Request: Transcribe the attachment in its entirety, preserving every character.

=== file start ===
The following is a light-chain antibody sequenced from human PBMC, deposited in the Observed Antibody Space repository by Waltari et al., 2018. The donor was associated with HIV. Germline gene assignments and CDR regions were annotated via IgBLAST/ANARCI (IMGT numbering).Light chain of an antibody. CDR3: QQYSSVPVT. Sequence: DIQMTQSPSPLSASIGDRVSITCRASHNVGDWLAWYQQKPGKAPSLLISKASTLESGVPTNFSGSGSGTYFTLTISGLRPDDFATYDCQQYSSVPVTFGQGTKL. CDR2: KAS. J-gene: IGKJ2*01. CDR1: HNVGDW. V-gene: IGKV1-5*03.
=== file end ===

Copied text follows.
The following is a light-chain antibody sequenced from human PBMC, deposited in the Observed Antibody Space repository by Waltari et al., 2018. The donor was associated with HIV. Germline gene assignments and CDR regions were annotated via IgBLAST/ANARCI (IMGT numbering).Light chain of an antibody. CDR3: QQYSSVPVT. Sequence: DIQMTQSPSPLSASIGDRVSITCRASHNVGDWLAWYQQKPGKAPSLLISKASTLESGVPTNFSGSGSGTYFTLTISGLRPDDFATYDCQQYSSVPVTFGQGTKL. CDR2: KAS. J-gene: IGKJ2*01. CDR1: HNVGDW. V-gene: IGKV1-5*03.